Saturday 25 March 2017

Geek hero

Sharp-witted Michael Cera breaks out of the supernerd mould and beefs up for his latest role, writes Susan Daly, who chats to him about school, being cool and coping with fame

Michael Cera and 'Ramona' (Mary Elizabeth Winstead) in Scott Pilgrim vs The World
Michael Cera and 'Ramona' (Mary Elizabeth Winstead) in Scott Pilgrim vs The World

Susan Daly

The first thing you notice about Michael Cera are his glasses. They are thick, plastic-rimmed and out-sized: the perfect accessory to hide behind. I've been told to expect Cera to be a reticent interviewee.

He's been dubbed the nerd-next-door, the king of Generation Y geekdom for his note-perfect gawky teen roles in Juno and Superbad. This could be an awkward half-hour.

"Well," he points out reasonably, "I was a teenager when I made Juno and Superbad." He's 22 now and oddly mature. He says he's "shy, but not painfully so" -- after all, he's been working as an actor since he was nine. He was already a cult comedy figure by 14 when he played George Michael Bluth in black TV sitcom Arrested Development. George Michael was a smart, straight-laced teen, vaguely horrified by the carry-on of his dysfunctional family.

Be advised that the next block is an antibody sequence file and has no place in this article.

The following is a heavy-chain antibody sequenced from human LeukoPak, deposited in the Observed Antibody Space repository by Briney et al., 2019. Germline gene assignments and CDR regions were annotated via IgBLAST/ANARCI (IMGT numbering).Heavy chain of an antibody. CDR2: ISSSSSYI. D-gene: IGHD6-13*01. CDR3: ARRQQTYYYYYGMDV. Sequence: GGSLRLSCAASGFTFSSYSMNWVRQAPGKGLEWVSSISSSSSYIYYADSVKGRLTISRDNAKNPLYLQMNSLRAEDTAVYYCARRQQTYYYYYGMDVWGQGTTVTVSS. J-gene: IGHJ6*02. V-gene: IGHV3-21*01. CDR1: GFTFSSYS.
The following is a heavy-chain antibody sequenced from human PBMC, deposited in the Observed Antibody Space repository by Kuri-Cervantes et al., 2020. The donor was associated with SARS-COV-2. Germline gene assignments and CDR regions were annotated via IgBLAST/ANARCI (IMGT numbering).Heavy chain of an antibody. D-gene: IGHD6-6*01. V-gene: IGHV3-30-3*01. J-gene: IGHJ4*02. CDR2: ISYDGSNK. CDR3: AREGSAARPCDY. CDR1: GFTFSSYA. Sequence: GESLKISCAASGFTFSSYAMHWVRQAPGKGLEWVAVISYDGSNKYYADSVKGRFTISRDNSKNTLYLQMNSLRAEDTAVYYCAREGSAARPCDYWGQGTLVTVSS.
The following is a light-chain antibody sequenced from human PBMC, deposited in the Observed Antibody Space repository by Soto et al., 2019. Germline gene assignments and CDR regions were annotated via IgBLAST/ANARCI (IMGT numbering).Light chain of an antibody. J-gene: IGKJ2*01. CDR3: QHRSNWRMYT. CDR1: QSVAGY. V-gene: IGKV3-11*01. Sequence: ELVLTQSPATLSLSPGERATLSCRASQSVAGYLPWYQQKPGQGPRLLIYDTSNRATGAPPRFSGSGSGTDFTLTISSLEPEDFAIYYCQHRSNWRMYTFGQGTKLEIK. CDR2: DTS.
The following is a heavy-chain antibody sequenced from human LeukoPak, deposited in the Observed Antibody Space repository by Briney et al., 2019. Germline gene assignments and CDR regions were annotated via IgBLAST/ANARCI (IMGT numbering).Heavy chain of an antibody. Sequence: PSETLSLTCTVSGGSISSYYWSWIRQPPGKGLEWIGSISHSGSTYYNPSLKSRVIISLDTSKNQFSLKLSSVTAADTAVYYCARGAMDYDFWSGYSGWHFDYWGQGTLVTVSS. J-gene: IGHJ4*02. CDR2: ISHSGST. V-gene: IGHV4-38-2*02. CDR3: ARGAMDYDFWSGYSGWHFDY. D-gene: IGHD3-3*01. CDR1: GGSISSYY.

The TV series was prematurely axed after three series, but it laid a blueprint in comedy fans' heads of Cera as a clued-in but slightly oddball kid. His breakthrough movie roles as bewildered baby daddy to Ellen Page's whip-smart Juno and a high-schooler on the margins in Superbad cemented this image in 2007.

In fact, Cera's not a nerd and neither were those characters, not really. Paulie Bleeker in Juno was awkward but not angsty. As Evan in Superbad, he was quiet but thoughtful. When he followed up the next year with Nick and Norah's Infinite Playlist, Cera made the earnest indie kid a plausible romantic lead.

Cera has no truck with tags such as geek and nerd. "They are just words," he says. If anything, he gently opted out of the trials of being labelled a jock or a swot, the science nerd or the class clown.

"I went to high school for a year and got the gist of it," he says wryly. "It was nice, I had my friends and we all played poker at lunch and got in a lot of stupid trouble. Oh my gosh, just tried to survive -- it's scary going to public school; there are some scary characters."

And for a minute he does sound like any vulnerable teen worrying about making it through the battleground of high school. As it turns out, he's being quite literal.

"A kid was murdered in my high school the year I was there," he says unexpectedly at the end of our interview. "It was a guy I had met and the guy who killed him was a guy a few of my friends knew -- sorry, this is depressing -- he actually went and turned himself in afterwards." (I check the story out later and it's true. A 14-year-old was convicted of first-degree murder for strangling a classmate with his belt in Cera's Canadian high school in 2003. Cera would have also been 14 at the time.)